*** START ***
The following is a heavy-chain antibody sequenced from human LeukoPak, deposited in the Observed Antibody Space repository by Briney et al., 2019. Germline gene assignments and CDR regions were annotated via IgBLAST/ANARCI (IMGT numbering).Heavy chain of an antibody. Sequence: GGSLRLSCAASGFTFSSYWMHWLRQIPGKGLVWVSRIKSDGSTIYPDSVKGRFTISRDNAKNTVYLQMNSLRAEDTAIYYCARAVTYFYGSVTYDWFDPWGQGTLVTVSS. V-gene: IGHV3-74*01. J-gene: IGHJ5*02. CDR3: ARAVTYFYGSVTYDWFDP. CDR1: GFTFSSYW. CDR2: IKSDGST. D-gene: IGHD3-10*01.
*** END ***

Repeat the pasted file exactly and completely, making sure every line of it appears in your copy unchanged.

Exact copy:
The following is a heavy-chain antibody sequenced from human LeukoPak, deposited in the Observed Antibody Space repository by Briney et al., 2019. Germline gene assignments and CDR regions were annotated via IgBLAST/ANARCI (IMGT numbering).Heavy chain of an antibody. Sequence: GGSLRLSCAASGFTFSSYWMHWLRQIPGKGLVWVSRIKSDGSTIYPDSVKGRFTISRDNAKNTVYLQMNSLRAEDTAIYYCARAVTYFYGSVTYDWFDPWGQGTLVTVSS. V-gene: IGHV3-74*01. J-gene: IGHJ5*02. CDR3: ARAVTYFYGSVTYDWFDP. CDR1: GFTFSSYW. CDR2: IKSDGST. D-gene: IGHD3-10*01.